By Most Rev. Richard W. Smith, Archbishop of Edmonton

Monday, January 9, 2012

Digging Deep

Meeting a parishioner in Gaza (© Mazur/
I write this post from Jerusalem, where I am representing the CCCB at the annual meeting of what is called the Holy Land Coordination. For the last 12 years, at the request of the Holy See, Bishops representing the episcopal conferences of North America and Europe have been coming here with the aim of demonstrating solidarity and communion with the Christians of the Holy Land. It is an opportunity to meet the local Bishops and their people and to learn about the very complex reality of life in this part of the world.

Most of the sessions take place in Jerusalem, but I have also already visited a parish in the Gaza Strip and tomorrow we travel to Haifa. A statement from the participants will be issued at the end of the visit, so I can make that available for you next week.

Since I arrived two days prior to the start of meetings in order to get over the jet lag, I had an opportunity to visit some of the holy sites here in the city. What struck me from the outset is how far below the present surface are artifacts that date to the time of Jesus. Centuries of conflict, destruction, rubble and rebuilding mean that articles scholars say pertain to the time of our Lord are often meters below the surface. You have to dig, and dig deeply, to get to the reality of things around here.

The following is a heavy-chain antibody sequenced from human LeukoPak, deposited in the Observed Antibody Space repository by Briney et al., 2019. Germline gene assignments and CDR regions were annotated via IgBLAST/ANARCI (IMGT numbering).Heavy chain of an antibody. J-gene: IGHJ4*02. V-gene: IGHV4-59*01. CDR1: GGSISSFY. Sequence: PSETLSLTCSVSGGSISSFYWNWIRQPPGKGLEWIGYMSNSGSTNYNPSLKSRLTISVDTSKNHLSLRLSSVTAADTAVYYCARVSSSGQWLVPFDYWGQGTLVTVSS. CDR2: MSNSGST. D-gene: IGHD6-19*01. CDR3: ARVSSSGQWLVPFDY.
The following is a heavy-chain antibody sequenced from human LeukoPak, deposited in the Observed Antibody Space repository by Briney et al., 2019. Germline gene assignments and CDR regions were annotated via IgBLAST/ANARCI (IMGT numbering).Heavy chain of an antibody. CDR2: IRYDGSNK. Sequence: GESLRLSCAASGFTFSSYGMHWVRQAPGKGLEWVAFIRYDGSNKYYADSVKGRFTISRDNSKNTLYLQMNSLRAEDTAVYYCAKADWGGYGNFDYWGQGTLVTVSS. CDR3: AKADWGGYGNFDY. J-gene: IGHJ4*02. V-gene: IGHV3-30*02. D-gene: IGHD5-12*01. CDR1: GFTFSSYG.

Much like the journey of our soul, come to think of it. We tend to bury our true identity under multiple levels of pretence, illusion, guilt and so on, leaving ourselves with the need for some "excavation" to discover the truth of ourselves. This is what the Holy Spirit does for us.

We just celebrated the Feast of the Lord's Baptism, at which the Father's voice from heaven identified Jesus as His well-beloved Son. Immediately prior, John the Baptist had said that Jesus would be baptizing with the Holy Spirit (cf. Mark 1: 8). When we receive this same Spirit through the sacraments of the Church, we are given the gift of vital union with Christ such that, in him, we become the well beloved sons and daughters of the Father. Our deepest reality is fashioned and brought to light.

Here in the Holy Land, when the reality beneath the surface is discovered, great efforts are made to preserve what has been found. There is nothing more precious than our identity in Christ. Let us ask the Lord to reveal it anew to us by the gift of the Spirit. By that same gift, may He help us to preserve our identity by living lives that accord with it - lives of virtue, holiness and joy.